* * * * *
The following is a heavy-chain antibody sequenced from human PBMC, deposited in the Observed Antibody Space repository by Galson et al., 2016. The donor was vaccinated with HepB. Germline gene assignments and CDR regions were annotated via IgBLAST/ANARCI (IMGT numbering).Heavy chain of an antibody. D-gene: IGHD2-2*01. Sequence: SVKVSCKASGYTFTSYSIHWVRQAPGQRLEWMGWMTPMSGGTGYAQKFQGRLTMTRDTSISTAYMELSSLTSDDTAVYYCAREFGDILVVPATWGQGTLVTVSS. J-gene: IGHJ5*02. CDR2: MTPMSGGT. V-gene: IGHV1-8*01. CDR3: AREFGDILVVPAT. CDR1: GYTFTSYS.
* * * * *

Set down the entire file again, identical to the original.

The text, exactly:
The following is a heavy-chain antibody sequenced from human PBMC, deposited in the Observed Antibody Space repository by Galson et al., 2016. The donor was vaccinated with HepB. Germline gene assignments and CDR regions were annotated via IgBLAST/ANARCI (IMGT numbering).Heavy chain of an antibody. D-gene: IGHD2-2*01. Sequence: SVKVSCKASGYTFTSYSIHWVRQAPGQRLEWMGWMTPMSGGTGYAQKFQGRLTMTRDTSISTAYMELSSLTSDDTAVYYCAREFGDILVVPATWGQGTLVTVSS. J-gene: IGHJ5*02. CDR2: MTPMSGGT. V-gene: IGHV1-8*01. CDR3: AREFGDILVVPAT. CDR1: GYTFTSYS.